a further Improved design. The con
ditions, which If met would make the
helicopter practical and revolutionize
the science of flying are: It must bo
capable of rising to a height of 2,000
feet under ita own power, carrying
one man and one hour's fuel supply.
It must be able to remain stationary
over a ground object for a half hour
in a wind up to 20 miles an hour.
It must bo able to land safely In any
wind up to 20 miles an hour without
horizontal motion, and with the en
gine cut off, and must be able to main
tain horizontal flight at a height of
2,000 feet at a speed of not less than
60 miles an hour.
A Lost Art With Him.
Warren G. Sayre of Wabash, an at
torney and formerly a state repre
sentative, sent a letter several weeks
ago -to the county clerk of Boone coun
ty, asking for information concerning
a divorce suit. The letter was written
on plain paper in longhand and sent In
a plain envelope. Finally tho follow
ing letter waa received from the clerk :
"Dear Slr: I have submitted your
letter to every officer of this court
house and we cannot read a word of
lt We cannot even read your signa
ture, se I am cutting lt and tho address
off your letter and pasting lt on the
envelope carrying this letter, .hoping
that tho post office omployoos are suf
ficiently familiar with your way of
writing to assure tho delivery of the
letter."-Indianapolis News.
More Electric Lights.
During 1021 the increase in residen
tial electric lighting customers In tho
United States was 1,001,700, according,
to a survey Just completed of re
ports from electric light nnd power
companies throughout the country.
This brings the total number of resi
dential lighting customers up to 8,
407,000 or more than double the num
ber In 1016, when only 4,000.800 fam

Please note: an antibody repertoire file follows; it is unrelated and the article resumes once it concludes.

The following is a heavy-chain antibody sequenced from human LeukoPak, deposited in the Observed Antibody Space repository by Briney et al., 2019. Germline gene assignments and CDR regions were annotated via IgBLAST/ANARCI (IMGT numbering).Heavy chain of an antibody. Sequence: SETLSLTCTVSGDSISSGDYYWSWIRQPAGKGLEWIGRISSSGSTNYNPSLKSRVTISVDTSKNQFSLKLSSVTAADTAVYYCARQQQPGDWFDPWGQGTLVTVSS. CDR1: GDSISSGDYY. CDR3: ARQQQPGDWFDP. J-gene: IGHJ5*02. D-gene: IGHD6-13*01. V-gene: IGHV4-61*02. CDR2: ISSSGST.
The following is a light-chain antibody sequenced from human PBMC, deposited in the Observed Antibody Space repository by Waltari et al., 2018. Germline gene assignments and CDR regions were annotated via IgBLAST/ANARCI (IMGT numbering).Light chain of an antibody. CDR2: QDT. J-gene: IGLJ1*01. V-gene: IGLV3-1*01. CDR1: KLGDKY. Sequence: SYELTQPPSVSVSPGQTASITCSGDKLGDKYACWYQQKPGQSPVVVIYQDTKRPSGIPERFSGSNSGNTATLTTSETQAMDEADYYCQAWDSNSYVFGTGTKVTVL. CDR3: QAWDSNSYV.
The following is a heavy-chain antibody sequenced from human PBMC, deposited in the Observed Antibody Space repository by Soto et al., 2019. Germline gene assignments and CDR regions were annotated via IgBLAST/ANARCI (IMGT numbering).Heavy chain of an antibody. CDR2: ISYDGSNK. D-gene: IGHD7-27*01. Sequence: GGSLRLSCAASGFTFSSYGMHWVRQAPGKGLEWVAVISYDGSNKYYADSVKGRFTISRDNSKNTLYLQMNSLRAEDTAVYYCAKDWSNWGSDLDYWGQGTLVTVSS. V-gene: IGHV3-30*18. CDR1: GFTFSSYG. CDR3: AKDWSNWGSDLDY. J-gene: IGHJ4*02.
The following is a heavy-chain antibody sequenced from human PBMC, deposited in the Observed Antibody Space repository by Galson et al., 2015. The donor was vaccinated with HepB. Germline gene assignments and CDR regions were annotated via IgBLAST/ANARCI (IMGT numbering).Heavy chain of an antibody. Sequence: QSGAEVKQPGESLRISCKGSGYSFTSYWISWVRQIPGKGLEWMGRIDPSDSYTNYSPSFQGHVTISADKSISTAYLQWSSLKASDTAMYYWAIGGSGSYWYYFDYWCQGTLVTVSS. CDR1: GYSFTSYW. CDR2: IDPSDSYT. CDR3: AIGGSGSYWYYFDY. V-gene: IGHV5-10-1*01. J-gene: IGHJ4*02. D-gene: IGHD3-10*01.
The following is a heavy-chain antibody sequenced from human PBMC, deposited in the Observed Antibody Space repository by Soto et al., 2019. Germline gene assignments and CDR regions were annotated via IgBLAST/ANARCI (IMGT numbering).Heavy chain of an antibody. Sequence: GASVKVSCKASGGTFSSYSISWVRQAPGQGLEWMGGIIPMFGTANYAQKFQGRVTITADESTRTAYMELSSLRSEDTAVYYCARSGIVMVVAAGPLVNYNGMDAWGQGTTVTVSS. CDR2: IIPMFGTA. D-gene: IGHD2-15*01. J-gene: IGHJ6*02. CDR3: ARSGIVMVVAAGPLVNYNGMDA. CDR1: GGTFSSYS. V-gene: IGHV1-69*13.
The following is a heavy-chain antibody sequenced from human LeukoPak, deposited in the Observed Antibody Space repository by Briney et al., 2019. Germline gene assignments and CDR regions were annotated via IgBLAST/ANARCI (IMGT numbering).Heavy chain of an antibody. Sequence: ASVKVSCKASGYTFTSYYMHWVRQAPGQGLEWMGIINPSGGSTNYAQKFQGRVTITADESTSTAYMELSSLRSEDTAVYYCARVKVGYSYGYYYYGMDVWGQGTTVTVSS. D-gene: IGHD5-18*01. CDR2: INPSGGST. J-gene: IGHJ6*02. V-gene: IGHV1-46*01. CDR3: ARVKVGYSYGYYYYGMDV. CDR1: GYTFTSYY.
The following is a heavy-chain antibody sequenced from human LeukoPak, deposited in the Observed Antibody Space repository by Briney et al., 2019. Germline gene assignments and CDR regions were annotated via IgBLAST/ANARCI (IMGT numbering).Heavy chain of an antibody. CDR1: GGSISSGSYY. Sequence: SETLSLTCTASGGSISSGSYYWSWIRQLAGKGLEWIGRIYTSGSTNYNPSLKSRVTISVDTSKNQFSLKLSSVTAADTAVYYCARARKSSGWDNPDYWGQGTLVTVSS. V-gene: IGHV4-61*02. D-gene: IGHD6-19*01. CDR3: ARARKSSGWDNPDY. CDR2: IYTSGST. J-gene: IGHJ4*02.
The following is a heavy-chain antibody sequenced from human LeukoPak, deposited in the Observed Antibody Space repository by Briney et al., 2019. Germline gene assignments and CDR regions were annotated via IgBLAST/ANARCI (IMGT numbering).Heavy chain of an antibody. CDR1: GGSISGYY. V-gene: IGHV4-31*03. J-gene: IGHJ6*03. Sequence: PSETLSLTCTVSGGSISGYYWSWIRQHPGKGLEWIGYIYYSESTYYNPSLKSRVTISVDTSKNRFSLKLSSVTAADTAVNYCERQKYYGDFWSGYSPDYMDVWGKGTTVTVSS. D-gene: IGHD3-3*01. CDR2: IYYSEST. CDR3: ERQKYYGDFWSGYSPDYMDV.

ilies had electric lights In their homes.
What Next?
Pnrls beauty doctors aro now spe
cializing lu tho reforming of women's
legs. Two specialists In Ruo do la
* Paix are winning faino by reducing
the size of women's ankles and In
creasing tho size of the calf. They
have not, ns yet, found a way to take
the curve out of bowlegs and some of
the ladies of society there aro hoping
almost tearfully that something will
develop tn this direction.
Subscribe for Thocourlor. (Best)
. K, . ...... H- ? ! . ..' J ,> ;?.?....
Cheer Up Instantly When
Dr. Thornton's Easy Teeth
er Rempves Cause of Pain.
Mothorl Whon tho child becomes
cross and peoviBh with feverishness,
sour stomach, coated tongue, bowel
trouble, cold or colic give a coureo of
tho old roliable Dr. Thornton's Easy
Teether and note tho quick improve
ment. Dr. Thornton's Easy Teether
ls a harmless sweot powder composed
of antiseptics, digestants and granu
lar stimulants, contains no opiates or*
harmful drugs. Babies like it and
take lt more freely than sticky syrups
or liquid medicines.
Hundreds of unsolicited testimonials
received during the past fifteen years
from doctors, druggists and apprecia
tive mothers provo its efficiency be
yond question of doubt. If lt falls to
help your child your monoy back with
out question. Twelve powders In a
package with full directions, 25c al
your druggist-Advertisement.
WHERE SOUTH CAROLINA LEADS
Ha? Greatest Amount of Advances
from Government for Livestock.
Washington, July 14. - The War